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Image Quiz: Feline Emergency Respiratory Distress

Lisa Powell, DVM, DACVECC, University of Minnesota

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Image Quiz: Feline Emergency Respiratory Distress

Several underlying disease processes can result in respiratory distress, including primary lung disease, heart failure, pleural space disease, traumatic injury, and upper airway disease.

Because stress and handling can exacerbate respiratory disease, cats with dyspnea should initially be placed in an oxygen cage or administered flow-by oxygen on arrival. Respirations should be observed from afar, as the pattern can often indicate which part of the respiratory system is affected. Prolonged inspiratory and/or expiratory effort should be noted, as should any noises audible without the aid of a stethoscope; these are usually associated with upper airway obstruction. Thoracic and tracheal auscultation should be performed, along with an abbreviated physical examination, depending on patient stability.

Because cardiomyopathies are the most common form of heart disease in cats, many cats in respiratory distress associated with congestive heart failure do not have a heart murmur. Hypothermia is often noted in cats in heart failure. In addition, arrhythmias are often caused by primary heart disease.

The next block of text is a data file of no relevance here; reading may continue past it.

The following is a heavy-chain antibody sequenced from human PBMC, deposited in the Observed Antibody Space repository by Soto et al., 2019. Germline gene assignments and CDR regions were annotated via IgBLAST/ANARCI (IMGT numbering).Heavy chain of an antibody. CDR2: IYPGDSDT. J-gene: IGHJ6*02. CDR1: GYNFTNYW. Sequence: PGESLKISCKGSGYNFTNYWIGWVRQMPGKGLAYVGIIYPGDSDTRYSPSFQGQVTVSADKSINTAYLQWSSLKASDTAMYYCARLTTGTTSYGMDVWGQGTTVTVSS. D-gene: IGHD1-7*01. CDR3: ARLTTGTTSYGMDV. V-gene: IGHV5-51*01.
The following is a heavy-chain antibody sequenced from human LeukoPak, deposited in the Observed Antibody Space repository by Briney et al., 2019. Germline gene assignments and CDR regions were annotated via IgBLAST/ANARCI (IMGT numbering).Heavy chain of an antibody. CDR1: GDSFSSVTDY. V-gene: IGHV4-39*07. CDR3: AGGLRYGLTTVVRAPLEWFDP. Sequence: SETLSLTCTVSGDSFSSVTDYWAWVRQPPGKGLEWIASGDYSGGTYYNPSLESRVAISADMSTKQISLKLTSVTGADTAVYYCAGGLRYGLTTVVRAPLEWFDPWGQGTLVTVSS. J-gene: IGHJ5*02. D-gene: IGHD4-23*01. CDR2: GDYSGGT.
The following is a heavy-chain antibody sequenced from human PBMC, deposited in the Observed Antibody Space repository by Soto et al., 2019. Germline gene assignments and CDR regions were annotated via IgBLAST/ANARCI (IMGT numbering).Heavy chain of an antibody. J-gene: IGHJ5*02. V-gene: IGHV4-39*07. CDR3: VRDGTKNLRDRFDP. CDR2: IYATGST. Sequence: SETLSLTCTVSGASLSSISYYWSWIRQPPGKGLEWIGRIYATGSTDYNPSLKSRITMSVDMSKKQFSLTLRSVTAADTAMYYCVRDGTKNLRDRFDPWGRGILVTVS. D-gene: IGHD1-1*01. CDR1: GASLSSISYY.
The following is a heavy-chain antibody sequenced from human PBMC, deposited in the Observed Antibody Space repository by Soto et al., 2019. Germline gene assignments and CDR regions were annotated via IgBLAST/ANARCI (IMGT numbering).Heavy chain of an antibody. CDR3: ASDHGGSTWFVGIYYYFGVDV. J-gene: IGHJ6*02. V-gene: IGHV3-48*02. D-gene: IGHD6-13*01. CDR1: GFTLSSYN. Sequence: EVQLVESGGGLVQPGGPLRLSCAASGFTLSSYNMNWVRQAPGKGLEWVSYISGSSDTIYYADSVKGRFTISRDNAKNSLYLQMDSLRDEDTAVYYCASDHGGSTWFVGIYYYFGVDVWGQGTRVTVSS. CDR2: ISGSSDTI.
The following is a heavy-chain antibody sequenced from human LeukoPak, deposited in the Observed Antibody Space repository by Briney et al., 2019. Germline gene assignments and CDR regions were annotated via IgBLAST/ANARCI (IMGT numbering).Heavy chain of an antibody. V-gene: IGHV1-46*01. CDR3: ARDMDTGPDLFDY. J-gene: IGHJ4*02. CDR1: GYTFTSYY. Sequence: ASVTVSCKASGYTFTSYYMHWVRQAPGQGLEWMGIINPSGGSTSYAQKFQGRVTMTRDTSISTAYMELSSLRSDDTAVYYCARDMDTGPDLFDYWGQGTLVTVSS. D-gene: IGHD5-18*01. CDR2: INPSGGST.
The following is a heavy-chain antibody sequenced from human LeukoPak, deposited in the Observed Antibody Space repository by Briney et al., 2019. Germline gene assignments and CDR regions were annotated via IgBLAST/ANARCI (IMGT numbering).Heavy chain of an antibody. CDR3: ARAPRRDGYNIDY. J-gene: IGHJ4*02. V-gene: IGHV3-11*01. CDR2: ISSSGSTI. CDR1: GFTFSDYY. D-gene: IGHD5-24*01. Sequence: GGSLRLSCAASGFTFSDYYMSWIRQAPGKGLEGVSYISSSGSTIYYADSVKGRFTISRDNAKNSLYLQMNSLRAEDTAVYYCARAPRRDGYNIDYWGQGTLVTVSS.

Common Signs

Cats with upper airway obstruction often display stridorous breathing in addition to respiratory distress. Lower airway disease such as asthma is typically associated with wheezing and expiratory difficulty. Pulmonary disease is often associated with increased bronchovesicular sounds, pulmonary crackles, and respiratory effort during both inspiration and expiration. The breathing pattern associated with pleural space disease is often characterized by increased abdominal effort, inspiratory dyspnea, and passive expiration. Decreased cranial thoracic compressibility can be noted on physical examination in cats with an anterior mediastinal mass.

A quick thoracic ultrasound (thoracic focused assessment with sonography for trauma [TFAST]) can be performed, allowing for rapid diagnosis of pleural effusion, and can reveal evidence of a pneumothorax. If either is present, thoracocentesis should be performed. If the TFAST is negative for significant pleural space disease, thoracic radiographs should be obtained. Care must be taken to not overly stress the cat during radiography, and oxygen should be administered during the procedure.

The following images exhibit commonly diagnosed emergency feline respiratory diseases. Match the image with the description of the disease process.

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Image Quiz: Feline Emergency Respiratory Distress

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Image Quiz: Feline Emergency Respiratory Distress
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Image Quiz: Feline Emergency Respiratory Distress

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